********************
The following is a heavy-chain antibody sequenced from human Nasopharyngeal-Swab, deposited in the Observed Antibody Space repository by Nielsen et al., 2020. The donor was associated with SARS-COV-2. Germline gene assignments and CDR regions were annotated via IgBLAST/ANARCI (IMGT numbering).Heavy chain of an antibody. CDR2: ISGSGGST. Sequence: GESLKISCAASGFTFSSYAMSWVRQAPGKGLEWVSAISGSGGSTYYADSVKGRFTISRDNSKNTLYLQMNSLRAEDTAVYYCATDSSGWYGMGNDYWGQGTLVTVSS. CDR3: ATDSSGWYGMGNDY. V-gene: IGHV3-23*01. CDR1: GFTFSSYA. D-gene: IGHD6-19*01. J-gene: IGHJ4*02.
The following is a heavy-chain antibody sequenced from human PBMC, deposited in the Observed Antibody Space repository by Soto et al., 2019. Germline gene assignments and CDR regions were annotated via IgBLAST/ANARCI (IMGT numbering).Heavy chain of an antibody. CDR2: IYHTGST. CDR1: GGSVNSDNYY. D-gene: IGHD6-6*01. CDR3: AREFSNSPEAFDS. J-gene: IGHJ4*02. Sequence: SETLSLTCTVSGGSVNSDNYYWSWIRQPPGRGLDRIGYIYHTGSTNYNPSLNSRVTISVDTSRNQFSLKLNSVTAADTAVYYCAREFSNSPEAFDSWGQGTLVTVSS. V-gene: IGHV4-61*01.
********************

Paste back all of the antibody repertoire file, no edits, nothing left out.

The following is a heavy-chain antibody sequenced from human Nasopharyngeal-Swab, deposited in the Observed Antibody Space repository by Nielsen et al., 2020. The donor was associated with SARS-COV-2. Germline gene assignments and CDR regions were annotated via IgBLAST/ANARCI (IMGT numbering).Heavy chain of an antibody. CDR2: ISGSGGST. Sequence: GESLKISCAASGFTFSSYAMSWVRQAPGKGLEWVSAISGSGGSTYYADSVKGRFTISRDNSKNTLYLQMNSLRAEDTAVYYCATDSSGWYGMGNDYWGQGTLVTVSS. CDR3: ATDSSGWYGMGNDY. V-gene: IGHV3-23*01. CDR1: GFTFSSYA. D-gene: IGHD6-19*01. J-gene: IGHJ4*02.
The following is a heavy-chain antibody sequenced from human PBMC, deposited in the Observed Antibody Space repository by Soto et al., 2019. Germline gene assignments and CDR regions were annotated via IgBLAST/ANARCI (IMGT numbering).Heavy chain of an antibody. CDR2: IYHTGST. CDR1: GGSVNSDNYY. D-gene: IGHD6-6*01. CDR3: AREFSNSPEAFDS. J-gene: IGHJ4*02. Sequence: SETLSLTCTVSGGSVNSDNYYWSWIRQPPGRGLDRIGYIYHTGSTNYNPSLNSRVTISVDTSRNQFSLKLNSVTAADTAVYYCAREFSNSPEAFDSWGQGTLVTVSS. V-gene: IGHV4-61*01.